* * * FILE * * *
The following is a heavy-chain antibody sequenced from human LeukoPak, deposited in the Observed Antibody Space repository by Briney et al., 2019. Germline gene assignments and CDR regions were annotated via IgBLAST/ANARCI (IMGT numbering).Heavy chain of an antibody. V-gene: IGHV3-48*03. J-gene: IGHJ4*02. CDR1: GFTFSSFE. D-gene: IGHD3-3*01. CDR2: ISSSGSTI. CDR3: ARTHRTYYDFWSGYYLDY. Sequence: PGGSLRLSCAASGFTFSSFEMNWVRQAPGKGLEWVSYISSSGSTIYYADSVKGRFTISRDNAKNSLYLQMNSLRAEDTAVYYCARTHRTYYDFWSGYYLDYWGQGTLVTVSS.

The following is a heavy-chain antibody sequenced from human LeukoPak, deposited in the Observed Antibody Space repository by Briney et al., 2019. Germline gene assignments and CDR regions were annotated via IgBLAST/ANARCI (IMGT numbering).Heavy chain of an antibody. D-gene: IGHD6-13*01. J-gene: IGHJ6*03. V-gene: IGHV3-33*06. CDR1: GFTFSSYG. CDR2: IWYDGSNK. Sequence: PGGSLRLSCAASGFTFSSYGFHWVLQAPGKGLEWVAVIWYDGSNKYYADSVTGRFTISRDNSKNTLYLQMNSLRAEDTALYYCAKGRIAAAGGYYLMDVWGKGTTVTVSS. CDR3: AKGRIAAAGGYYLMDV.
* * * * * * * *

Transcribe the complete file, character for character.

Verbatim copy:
The following is a heavy-chain antibody sequenced from human LeukoPak, deposited in the Observed Antibody Space repository by Briney et al., 2019. Germline gene assignments and CDR regions were annotated via IgBLAST/ANARCI (IMGT numbering).Heavy chain of an antibody. V-gene: IGHV3-48*03. J-gene: IGHJ4*02. CDR1: GFTFSSFE. D-gene: IGHD3-3*01. CDR2: ISSSGSTI. CDR3: ARTHRTYYDFWSGYYLDY. Sequence: PGGSLRLSCAASGFTFSSFEMNWVRQAPGKGLEWVSYISSSGSTIYYADSVKGRFTISRDNAKNSLYLQMNSLRAEDTAVYYCARTHRTYYDFWSGYYLDYWGQGTLVTVSS.

The following is a heavy-chain antibody sequenced from human LeukoPak, deposited in the Observed Antibody Space repository by Briney et al., 2019. Germline gene assignments and CDR regions were annotated via IgBLAST/ANARCI (IMGT numbering).Heavy chain of an antibody. D-gene: IGHD6-13*01. J-gene: IGHJ6*03. V-gene: IGHV3-33*06. CDR1: GFTFSSYG. CDR2: IWYDGSNK. Sequence: PGGSLRLSCAASGFTFSSYGFHWVLQAPGKGLEWVAVIWYDGSNKYYADSVTGRFTISRDNSKNTLYLQMNSLRAEDTALYYCAKGRIAAAGGYYLMDVWGKGTTVTVSS. CDR3: AKGRIAAAGGYYLMDV.